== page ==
Do go to the Sambadromo and immerse yourself in the high-camp, Fellini-esque, sensory overload of the official carnival on Sunday or Monday. Splash out on a front-row box, or frisa if you can (around £300). Sector 8 is best because the drum corps from each school backs up a side alley there. Being this close to the intense, hypnotic racket of 300 samba drums is an unforgettable experience.
Do dive into some of the hundreds of blocos—mobile samba parties gyrating down the streets. Kizomba in Lapa, Carmelitas in Santa Teresa and Cordão do Boitatá at Praça XV all come recommended. And do wear fancy dress; if you don’t, you’ll stand out like Russell Brand in a nunnery. In fact, nuns’ outfits are popular...
Do dance at Carnival. Or at least try. Hips in a circular motion, step from side to side, smile. Of course you look stupid, you're a gringo. Deal with it.
Don't go home before dawn, when things get surreal as the survivors wander the streets in the remains of their costumes.
Don't stay in an over-priced beach hotel. Try the Hotel Santa Teresa, in the bohemian village-like bairro of the same name, or a funky pousada in a pacified favela, like Casa Alto Vidigal.
Don't get stuck in the South Zone. Once you've done Ipanema and Leblon beaches and been up the Sugar Loaf, head to central Rio for street life, colonial architecture, and hot samba nights on the Lapa strip.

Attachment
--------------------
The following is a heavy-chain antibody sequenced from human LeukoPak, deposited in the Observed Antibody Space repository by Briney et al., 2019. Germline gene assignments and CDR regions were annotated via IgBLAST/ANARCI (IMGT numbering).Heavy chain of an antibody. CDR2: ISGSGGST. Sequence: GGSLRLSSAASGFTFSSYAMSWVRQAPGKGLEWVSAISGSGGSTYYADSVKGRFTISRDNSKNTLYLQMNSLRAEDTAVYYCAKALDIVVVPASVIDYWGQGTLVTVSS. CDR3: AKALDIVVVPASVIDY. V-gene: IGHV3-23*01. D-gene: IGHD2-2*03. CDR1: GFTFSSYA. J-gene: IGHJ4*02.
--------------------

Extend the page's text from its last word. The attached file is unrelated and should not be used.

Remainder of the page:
Do try the bolinho de bacalhau or fried-cod balls, drizzled with chilli oil and washed down with an ice-cold beer (chope) on the pavement at Bar Bracarense in Leblon.
Do visit the Museu da República in the imposing baroque splendour of the Palácio do Catete. Goggle at Brazil’s contemporary history at an exhibition which documents the 1964 military coup. It includes the gun with which President Getúlio Vargas shot himself in this palácio in 1954.
Don't complain about the crowds, the chaos, the mess, the heat or the disorganisation. Brazilians are relentlessly positive. Sing Rio’s praises and you’ll be welcomed.
Don't forget your photo ID. If you do get swept up in the traditional carnival one-night romance and end up in one of Rio’s love motels, you’ll need it.
Do watch your valuables. A light money belt for your wallet and phone, tucked under your shorts or skirt, is a good idea—even cariocas (Rio natives) get robbed at Carnival.
Don't ever, ever argue with a thief, even if the knife or gun he is threatening you with is hidden.
Do remember your manners. Greet women with a kiss on each cheek. Men give each other a handshake and a brotherly pat on the back.
Don't miss the views across the bay from Oscar Niemeyer’s flying-saucer-shaped MAC (Museu de Arte Contemporânea) in Niterói. The ferry ride from Praça XV alone is worth it.
Do snog. Somebody. Anybody. It’s socially acceptable for couples to kiss passionately in public in Brazil. Yes, even at lunchtime.